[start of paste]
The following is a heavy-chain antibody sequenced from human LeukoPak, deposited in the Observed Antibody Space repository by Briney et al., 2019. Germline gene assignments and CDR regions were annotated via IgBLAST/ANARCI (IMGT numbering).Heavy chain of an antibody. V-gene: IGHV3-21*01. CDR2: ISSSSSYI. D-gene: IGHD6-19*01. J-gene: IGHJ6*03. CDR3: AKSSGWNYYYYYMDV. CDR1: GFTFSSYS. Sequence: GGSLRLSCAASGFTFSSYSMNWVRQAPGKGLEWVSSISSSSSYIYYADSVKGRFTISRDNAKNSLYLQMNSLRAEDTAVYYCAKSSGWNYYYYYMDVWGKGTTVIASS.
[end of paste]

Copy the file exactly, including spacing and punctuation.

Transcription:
The following is a heavy-chain antibody sequenced from human LeukoPak, deposited in the Observed Antibody Space repository by Briney et al., 2019. Germline gene assignments and CDR regions were annotated via IgBLAST/ANARCI (IMGT numbering).Heavy chain of an antibody. V-gene: IGHV3-21*01. CDR2: ISSSSSYI. D-gene: IGHD6-19*01. J-gene: IGHJ6*03. CDR3: AKSSGWNYYYYYMDV. CDR1: GFTFSSYS. Sequence: GGSLRLSCAASGFTFSSYSMNWVRQAPGKGLEWVSSISSSSSYIYYADSVKGRFTISRDNAKNSLYLQMNSLRAEDTAVYYCAKSSGWNYYYYYMDVWGKGTTVIASS.